Skip to Content

Heng Lab research

CollaborationsStudent research projects | Publications

About Associate Professor Tracy Heng

Associate Professor Tracy Heng is a Laboratory Head in the Department of Anatomy and Developmental Biology, Faculty of Medicine, Nursing and Health Sciences at Monash University. Tracy obtained her PhD at Monash University in 2006, developing strategies to improve immune function in ageing and disease. She undertook postdoctoral training with Profs Harald von Boehmer, Christophe Benoist and Diane Mathis at Harvard Medical School in Boston to establish the Immunological Genome Project (immgen.org), a widely utilised resource for gene expression profiling of immune cells. She returned to Australia in 2009 and was awarded an ARC Postdoctoral (Industry) Fellowship to develop her research in alliance with industry. Tracy is a recipient of the 2015 Young Tall Poppy Science Award (Australian Institute of Policy and Science) and the 2016 Metcalf Prize for Stem Cell Research (National Stem Cell Foundation of Australia). She is currently an NHMRC R.D. Wright Biomedical Career Development Fellow and leads a research program at the Biomedicine Discovery Institute focused on overcoming immunological barriers to stem cell therapies.


Our research

Current projects

1. Improving mesenchymal stromal cell therapy

Mesenchymal stromal cells (MSCs) have shown great potential as a versatile cell therapy product with immunosuppressive and anti-inflammatory effects. MSCs are heavily utilised in clinical trials for treating a broad range of disease conditions. However, MSCs become undetectable shortly after injection or infusion and their mechanisms of action remain largely unclear. Our research has identified key immune interactions that underlie the therapeutic effects of MSCs. We seek to discover how the immune system impacts on MSC survival, function and therapeutic efficacy.  The findings will have broad implications for the future development of MSC-based therapies.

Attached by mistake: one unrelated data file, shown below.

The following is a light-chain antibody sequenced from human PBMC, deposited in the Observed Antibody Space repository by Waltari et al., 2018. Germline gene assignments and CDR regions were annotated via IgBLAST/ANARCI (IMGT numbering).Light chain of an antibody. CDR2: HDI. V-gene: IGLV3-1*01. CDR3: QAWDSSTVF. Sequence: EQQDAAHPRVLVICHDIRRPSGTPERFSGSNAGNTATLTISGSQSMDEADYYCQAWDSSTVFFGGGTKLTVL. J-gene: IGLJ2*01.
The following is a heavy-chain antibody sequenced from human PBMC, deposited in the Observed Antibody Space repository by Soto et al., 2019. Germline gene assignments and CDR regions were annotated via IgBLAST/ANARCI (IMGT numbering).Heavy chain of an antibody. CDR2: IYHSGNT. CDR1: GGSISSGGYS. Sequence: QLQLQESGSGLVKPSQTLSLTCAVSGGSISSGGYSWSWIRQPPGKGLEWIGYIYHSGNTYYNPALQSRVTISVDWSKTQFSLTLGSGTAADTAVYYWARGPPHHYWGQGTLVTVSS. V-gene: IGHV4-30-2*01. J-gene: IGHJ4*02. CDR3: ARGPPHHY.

Figure 1: Immune modifying properties of MSCs.

2. Overcoming age-related defects in immune cell development

The differentiation of haematopoietic stem cells into lymphocytes in the bone marrow and thymus is governed by interactions with non-lymphoid stromal cells. Stromal cell dysregulation with age perturbs immune cell development, causing clinical problems in transplant and cancer settings. Our lab seeks to understand the basis for age-related immune and stromal defects, with a view to treatments that can reverse this process.

Figure 2: Spatial interactions of developing T cells and stromal cells in the thymus.


3. Improving stem cell transplantation outcomes

Haematopoietic stem cell transplantation rebuilds the immune system following treatment for cancers and certain metabolic and autoimmune diseases. Radiation or chemotherapy is required to kill cancer cells and allow the transplanted stem cells to engraft in the bone marrow. In aged recipients, however, reduced ‘take’ of stem cells and thymic degeneration hinder transplantation success and impair immune recovery. We are investigating combination strategies to improve stem cell engraftment and immune competence in aged recipients.

Figure 3: Decline in T cell output and diversity with age.

Visit Dr Heng's Monash research profile to see a full listing of current projects.

Techniques/expertise

We utilise techniques applicable to both stem cell research and immunology, including stem cell isolation, cell/tissue culture, multi-lineage differentiation assays, multi-parameter and imaging flow cytometry, live cell and in vivo imaging, T cell functional assays, cytokine multiplex assays, gene editing, lentiviral transduction, transcriptiomic analyses etc. We use mouse models of disease (see below) and perform various procedures associated with such models.

Disease models

Asthma/allergic airways inflammation
Haematopoietic stem cell/bone marrow transplantation
Chemotherapy/irradiation
Immune reconstitution
Tolerance induction/skin grafting
Immunodepletion/immunosuppression
Thymic atrophy and regeneration
Ageing


Collaborations

We collaborate with many scientists and research organisations around the world. Click on the map to see the details for each of these collaborators (dive into specific publications and outputs by clicking on the dots).


Student research projects

The Heng Lab offers a variety of Honours, Masters and PhD projects for students interested in joining our group. There are also a number of short term research opportunities available.

Please visit Supervisor Connect to explore the projects currently available in our Lab.